Interpretation of housing strategy and land supply policy in national and development plan policy upheld
Inspector Ken Barton has dismissed a s.78 appeal by CALA Management Limited (‘the Appellant’) concerning a highly controversial proposal for residential development on a 1.74 hectare greenfield site adjacent to the built-up area of Chinnor in South Oxfordshire.
The case centred on the meaning of several policies relating to housing in the core strategy and a recently made Neighbourhood Plan.
The appeal decision is significant as it addresses important questions of the proper interpretation of planning policy and the appropriate approach to housing land supply for decision-making purposes under NPPF2 and recently issued planning guidance.
Primacy of the development plan
It was argued by the Appellant that the development plan was silent as to an important aspect of the housing strategy for Chinnor. This was despite there being a recently made Neighbourhood Plan (2017) in which the decision had been made not to make any allocations for housing and relevant development plan policy concerning residential development in larger villages.
The Appellant accepted that their proposal did not fall within any of the categories of housing development permitted by core strategy development plan policy CSR1 in larger villages. However, it argued that as there were no allocations in Chinnor, this opened the door to unallocated sites. The Council disagreed.
The Inspector upheld the approach contended for by the Council finding that the decision not to allocate sites in the Neighbourhood Plan was a conscious one which the local community were entitled to take and that there was no requirement to allocate such sites unless they wished to.
The Inspector noted at paragraph 31 that:
“The decision not to allocate further housing sites in Chinnor is not leaving a silence or a vacuum in policy. NPPF2 paragraph 12 states that if a proposal conflicts with an up to date development plan, including any neighbourhood plan, planning permission should not usually be granted.“
He rejected the argument that despite the categories of permissible development in CSR1 development outside of those categories would not be contrary to the policy. Accepting the submissions made on behalf of the Council he concluded that the Appellant’s interpretation of the policy would render it “meaningless.”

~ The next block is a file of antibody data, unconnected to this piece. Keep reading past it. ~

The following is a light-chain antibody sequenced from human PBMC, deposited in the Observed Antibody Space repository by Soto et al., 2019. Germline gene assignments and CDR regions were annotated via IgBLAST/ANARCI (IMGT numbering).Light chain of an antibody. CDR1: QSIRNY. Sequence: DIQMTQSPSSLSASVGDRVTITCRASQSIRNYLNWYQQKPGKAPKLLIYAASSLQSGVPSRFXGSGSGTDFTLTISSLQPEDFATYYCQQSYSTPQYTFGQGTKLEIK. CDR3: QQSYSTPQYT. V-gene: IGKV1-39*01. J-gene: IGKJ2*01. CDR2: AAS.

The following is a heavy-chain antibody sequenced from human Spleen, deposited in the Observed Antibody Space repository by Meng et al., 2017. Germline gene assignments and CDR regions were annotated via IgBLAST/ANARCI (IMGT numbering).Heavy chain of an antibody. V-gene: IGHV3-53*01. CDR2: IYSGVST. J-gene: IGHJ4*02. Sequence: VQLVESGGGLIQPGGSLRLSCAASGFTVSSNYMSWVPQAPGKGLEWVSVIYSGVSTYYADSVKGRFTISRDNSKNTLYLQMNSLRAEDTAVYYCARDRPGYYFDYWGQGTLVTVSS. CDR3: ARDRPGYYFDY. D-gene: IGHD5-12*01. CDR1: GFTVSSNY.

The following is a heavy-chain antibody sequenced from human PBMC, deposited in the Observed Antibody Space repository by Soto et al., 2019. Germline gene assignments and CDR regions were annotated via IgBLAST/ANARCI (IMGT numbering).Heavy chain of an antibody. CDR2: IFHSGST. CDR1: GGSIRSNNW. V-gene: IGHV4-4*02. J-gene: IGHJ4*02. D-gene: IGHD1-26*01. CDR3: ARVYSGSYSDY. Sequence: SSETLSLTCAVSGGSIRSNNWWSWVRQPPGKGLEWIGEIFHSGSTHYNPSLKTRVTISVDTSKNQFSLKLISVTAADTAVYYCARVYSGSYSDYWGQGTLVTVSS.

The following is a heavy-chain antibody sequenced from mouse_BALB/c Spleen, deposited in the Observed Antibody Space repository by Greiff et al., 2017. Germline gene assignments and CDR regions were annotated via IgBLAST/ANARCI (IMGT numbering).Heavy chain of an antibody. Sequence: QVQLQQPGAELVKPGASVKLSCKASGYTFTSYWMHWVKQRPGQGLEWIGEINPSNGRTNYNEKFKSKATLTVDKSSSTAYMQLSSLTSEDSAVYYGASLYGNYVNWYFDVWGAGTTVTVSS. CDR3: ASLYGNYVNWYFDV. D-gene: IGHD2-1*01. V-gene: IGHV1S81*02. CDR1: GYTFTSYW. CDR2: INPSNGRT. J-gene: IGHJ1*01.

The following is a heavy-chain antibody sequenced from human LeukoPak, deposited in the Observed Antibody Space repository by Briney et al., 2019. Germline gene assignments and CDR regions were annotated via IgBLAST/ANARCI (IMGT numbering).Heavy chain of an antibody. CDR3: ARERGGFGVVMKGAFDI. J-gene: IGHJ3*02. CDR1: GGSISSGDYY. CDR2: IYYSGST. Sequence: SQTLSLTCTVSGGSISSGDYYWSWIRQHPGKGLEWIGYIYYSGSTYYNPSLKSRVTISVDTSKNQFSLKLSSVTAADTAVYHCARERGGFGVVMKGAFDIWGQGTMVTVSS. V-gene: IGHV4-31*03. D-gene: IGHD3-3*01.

The Inspector also noted that local planning authorities are required to meet objectively assessed needs, rather than to plan for unrestrained growth and that such unrestrained growth would not be consistent with the principles of sustainable development set out in the NPPF2 nor would it accord with the vision and objectives of the core strategy.
Thus, at paragraph 39 the Inspector concluded:
“In this case the development plan, taken as a whole, provides a clear strategy for housing in Chinnor. The issue of whether to allocate in Chinnor has been addressed by the CNP and the proposed development is contrary to the development plan strategy. It is accepted that the CALA scheme does not fall within any category of acceptable development in CSR1. It conflicts with the policy and the housing strategy for rural communities. This is a fundamental conflict with the development plan and its housing strategy.”
Housing Land Supply
In Oxfordshire, a Written Ministerial Statement issued on 12 September 2018 introduced a temporary change meaning that for decision taking purposes Oxfordshire authorities only need to demonstrate a three year supply of housing sites.
One of the purposes of this temporary change was to support the delivery of 100,000 homes across Oxfordshire by 2031. The WMS recognises that in the short term this would result in fewer permissions being granted but is intended to support the plan-led approach to the delivery of more homes in the longer term.
This decision is significant because of the approach it takes to the issue of calculating “local housing need” under the NPPF2. It adopts the position argued for by the Council that identifying local housing need for the purposes of decision-taking and setting a housing need figure for the purposes of plan making are different exercises.
The Inspector also agreed with the submissions of the Council that it would be inconsistent with the wording of the NPPF2 to include unmet need from neighbouring authorities within a calculation of local housing need for decision-making purposes. That is something for the local plan process to address.
There was no dispute that if a figure was used to calculate local housing need which did not include unmet need from neighbouring authorities, the Council could demonstrate well in excess of a three-year housing land supply. This was the case even if an alternative to the standard method were used to calculating local housing need. Thus, the housing land supply position in South Oxfordshire was not such to engage the tilted balance in this case.
In addition to the fundamental conflict with the housing strategy, the Inspector found that there would be limited landscape harm as a result of the proposal and less than substantial harm to the heritage significance of nearby listed buildings and a conservation area.
The Inspector allowed a co-joined appeal for residential development on a nearby site within Chinnor, finding that development of that site amounted to infill and was therefore in accordance with the development plan. In that case, the Inspector again rejected similar arguments made by the Appellant (Persimmon Homes) as to the legal construction and interpretation of policy and land supply issues but as a matter of planning judgment considered the proposal to be infill.